The Lost Landscape: A Writer's Coming of Age
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Written with the raw honesty and poignant insight that were the hallmarks of her acclaimed bestseller A Widow’s Story, an affecting and observant memoir of growing up from one of our finest and most beloved literary masters.
The Lost Landscape is Joyce Carol Oates’ vivid chronicle of her hardscrabble childhood in rural western New York State. From memories of her relatives, to those of a charming bond with a special red hen on her family farm; from her first friendships to her earliest experiences with death, The Lost Landscape is a powerful evocation of the romance of childhood, and its indelible influence on the woman and the writer she would become.
In this exceptionally candid, moving, and richly reflective account, Oates explores the world through the eyes of her younger self, an imaginative girl eager to tell stories about the world and the people she meets. While reading Alice in Wonderland changed a young Joyce forever and inspired her to view life as a series of endless adventures, growing up on a farm taught her harsh lessons about sacrifice, hard work, and loss. With searing detail and an acutely perceptive eye, Oates renders her memories and emotions with exquisite precision, transporting us to a forgotten place and time—the lost landscape of her youth, reminding us of the forgotten landscapes of our own earliest lives.
mound of rubble were all that remained. Soon such one-room schoolhouses will be recalled, if at all, only in photographs: links with a mythopoetic “American frontier past” that, when it was lived, seemed to us, who lived it, simply life. PIPER CUB “DON’T BE AFRAID. DADDY is right here.” Yet, Daddy was not visible to me, for Daddy was behind me. It did not seem natural to me that my father, who always drove our car from the position of authority behind the steering wheel, was seated behind me
reply. Out of nowhere had come this attack. As soon as Dr. Heike had settled into his dinner, conversation had seemed ordinary, even dull; the Heikes had been talking together about some domestic incident, and I had scarcely listened. But now, I was stricken to the heart. I should have protested—But Clarence isn’t Millersport! It’s miles away . . . Still, Dr. Heike was essentially correct about my evasiveness. If the fire had been in Millersport, I would have told Dr. Heike that nothing much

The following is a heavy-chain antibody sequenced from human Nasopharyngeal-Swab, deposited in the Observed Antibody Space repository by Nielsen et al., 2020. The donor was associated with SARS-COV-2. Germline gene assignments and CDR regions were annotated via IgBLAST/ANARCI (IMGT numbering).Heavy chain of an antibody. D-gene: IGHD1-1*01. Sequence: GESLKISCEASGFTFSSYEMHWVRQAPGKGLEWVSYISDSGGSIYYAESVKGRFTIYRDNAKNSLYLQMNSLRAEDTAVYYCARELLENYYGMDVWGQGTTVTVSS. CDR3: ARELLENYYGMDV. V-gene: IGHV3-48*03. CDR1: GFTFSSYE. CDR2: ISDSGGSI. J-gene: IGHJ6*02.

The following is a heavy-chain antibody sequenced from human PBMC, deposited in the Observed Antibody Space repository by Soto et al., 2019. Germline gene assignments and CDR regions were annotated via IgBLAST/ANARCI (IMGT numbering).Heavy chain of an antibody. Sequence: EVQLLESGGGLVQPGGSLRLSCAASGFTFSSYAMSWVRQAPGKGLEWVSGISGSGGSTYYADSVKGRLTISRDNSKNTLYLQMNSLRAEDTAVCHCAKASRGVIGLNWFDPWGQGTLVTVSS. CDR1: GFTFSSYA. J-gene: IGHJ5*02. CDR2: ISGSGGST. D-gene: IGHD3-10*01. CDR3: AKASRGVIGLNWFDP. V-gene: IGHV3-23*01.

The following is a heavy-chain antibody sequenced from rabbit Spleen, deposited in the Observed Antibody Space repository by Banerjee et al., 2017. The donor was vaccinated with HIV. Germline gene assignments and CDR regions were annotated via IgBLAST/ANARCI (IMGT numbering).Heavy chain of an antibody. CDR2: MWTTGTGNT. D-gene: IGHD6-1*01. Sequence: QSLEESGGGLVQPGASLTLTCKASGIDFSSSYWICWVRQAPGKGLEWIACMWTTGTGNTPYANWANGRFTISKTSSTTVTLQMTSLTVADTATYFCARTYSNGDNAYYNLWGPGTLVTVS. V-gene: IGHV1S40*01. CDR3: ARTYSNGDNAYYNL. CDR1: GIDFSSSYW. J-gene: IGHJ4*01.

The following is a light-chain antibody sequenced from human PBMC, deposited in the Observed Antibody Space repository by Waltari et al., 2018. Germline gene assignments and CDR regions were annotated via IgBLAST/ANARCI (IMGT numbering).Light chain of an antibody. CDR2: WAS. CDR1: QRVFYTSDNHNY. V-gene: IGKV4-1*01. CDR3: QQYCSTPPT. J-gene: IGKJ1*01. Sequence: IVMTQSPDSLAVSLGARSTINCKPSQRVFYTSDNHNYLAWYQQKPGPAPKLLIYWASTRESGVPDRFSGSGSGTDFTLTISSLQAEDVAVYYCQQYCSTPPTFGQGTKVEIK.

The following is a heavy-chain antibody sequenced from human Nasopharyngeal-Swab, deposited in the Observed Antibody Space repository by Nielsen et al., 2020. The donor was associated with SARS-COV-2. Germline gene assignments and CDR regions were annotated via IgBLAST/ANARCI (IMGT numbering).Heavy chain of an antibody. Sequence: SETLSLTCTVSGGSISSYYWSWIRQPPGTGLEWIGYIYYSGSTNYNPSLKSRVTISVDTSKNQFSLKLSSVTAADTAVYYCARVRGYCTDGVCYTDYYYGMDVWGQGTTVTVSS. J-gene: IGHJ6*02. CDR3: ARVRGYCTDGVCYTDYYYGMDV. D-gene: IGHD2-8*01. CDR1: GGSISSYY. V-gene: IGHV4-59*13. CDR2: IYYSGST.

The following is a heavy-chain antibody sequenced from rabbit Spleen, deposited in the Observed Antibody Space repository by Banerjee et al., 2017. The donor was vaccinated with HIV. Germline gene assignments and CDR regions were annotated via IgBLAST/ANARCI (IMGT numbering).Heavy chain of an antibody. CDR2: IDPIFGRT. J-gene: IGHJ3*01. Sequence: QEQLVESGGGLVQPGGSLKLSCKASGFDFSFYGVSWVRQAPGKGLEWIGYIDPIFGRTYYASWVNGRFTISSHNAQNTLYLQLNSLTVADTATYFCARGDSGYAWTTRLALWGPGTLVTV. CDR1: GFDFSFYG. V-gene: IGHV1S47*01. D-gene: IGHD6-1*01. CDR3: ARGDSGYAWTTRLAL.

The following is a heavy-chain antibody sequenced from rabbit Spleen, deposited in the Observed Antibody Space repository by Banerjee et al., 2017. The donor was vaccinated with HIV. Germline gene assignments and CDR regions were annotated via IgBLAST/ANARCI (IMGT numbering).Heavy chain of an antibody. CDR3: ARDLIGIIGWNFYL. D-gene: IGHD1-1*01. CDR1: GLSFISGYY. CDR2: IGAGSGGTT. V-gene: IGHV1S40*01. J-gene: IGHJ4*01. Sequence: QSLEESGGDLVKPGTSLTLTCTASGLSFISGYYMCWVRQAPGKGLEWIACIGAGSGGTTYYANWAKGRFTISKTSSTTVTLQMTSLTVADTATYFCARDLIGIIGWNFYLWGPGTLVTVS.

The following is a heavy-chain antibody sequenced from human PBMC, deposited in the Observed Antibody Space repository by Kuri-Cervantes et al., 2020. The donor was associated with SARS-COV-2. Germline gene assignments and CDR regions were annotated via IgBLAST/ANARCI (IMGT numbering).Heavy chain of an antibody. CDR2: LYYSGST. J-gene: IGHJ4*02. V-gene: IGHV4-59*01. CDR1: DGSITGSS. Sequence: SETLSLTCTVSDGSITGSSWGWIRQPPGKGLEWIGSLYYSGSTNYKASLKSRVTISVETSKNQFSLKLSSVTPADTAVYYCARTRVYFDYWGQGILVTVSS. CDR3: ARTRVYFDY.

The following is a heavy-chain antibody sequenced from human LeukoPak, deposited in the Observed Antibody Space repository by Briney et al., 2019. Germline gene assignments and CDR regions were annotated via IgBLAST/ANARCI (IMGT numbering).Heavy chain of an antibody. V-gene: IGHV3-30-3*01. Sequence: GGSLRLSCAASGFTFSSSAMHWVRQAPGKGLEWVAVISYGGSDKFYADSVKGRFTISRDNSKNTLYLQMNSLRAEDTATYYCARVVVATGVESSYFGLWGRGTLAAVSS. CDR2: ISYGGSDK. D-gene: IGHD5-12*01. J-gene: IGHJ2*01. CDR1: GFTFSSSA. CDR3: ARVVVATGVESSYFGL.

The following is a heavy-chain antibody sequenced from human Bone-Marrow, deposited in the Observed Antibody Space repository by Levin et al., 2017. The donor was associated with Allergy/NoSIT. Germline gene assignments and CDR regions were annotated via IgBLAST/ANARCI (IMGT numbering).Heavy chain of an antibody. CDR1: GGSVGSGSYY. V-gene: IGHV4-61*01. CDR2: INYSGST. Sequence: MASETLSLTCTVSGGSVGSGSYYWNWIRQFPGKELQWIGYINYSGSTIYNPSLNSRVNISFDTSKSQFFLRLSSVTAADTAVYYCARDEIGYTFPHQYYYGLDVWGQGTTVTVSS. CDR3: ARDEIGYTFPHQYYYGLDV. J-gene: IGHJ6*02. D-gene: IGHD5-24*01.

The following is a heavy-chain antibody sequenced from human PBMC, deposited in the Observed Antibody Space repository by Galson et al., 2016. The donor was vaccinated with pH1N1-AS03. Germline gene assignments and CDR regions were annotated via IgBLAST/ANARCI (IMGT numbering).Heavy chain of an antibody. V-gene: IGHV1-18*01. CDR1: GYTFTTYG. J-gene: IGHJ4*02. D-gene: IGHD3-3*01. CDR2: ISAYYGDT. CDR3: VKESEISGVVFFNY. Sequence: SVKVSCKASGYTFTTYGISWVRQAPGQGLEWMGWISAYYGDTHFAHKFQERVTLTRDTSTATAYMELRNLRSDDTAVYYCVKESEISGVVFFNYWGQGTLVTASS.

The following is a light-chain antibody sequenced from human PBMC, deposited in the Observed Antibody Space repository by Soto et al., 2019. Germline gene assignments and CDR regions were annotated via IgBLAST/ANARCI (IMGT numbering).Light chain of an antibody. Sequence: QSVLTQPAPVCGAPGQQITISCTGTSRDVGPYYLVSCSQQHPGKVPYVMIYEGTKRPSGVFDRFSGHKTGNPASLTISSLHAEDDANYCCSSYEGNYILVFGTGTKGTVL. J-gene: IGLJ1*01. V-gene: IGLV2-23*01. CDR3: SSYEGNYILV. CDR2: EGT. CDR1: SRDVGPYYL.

the same time, and still retain the ability to function. “HOW STRANGE THIS IS! We’re all together—here.” Not I but another young woman spoke, in a way of childlike wonder tinged with something like irony. But a very subtle irony, for “Marianna Mason Churchland” (a close approximation of her quaintly lovely name) was a very subtle person. Marianna was from a small town near Raleigh, North Carolina; her melodic accent was enchanting, especially to one from the flat nasal terrain of western New
side of the barn, stained with something dark. And surrounding the stained block, chicken feathers. Sticky-stained feathers in dark clotted clumps. No chickens scratched and pecked in the dirt here. Even Mr. Rooster kept his distance. And the little girl. GRANDMA WAS THE ONE, you know. The one who killed the chickens. No! I did not know. Of course you must have known, Joyce. You must have seen—many times. . . . No. I didn’t know. I never saw. But . . . I never saw. In later years she
that something violent would happen very quickly, as such violent acts happened quickly in Detroit, altering the best-intentioned lives forever. How we live what seems random, which we experience as fate. A writer’s work is a codified transcript of the writer’s life. The (public) work is a record of the (private) life. As years pass, however, and the private/secret life is forgotten except in outline, even the key to the code is but haphazardly recalled, for past secrets are never so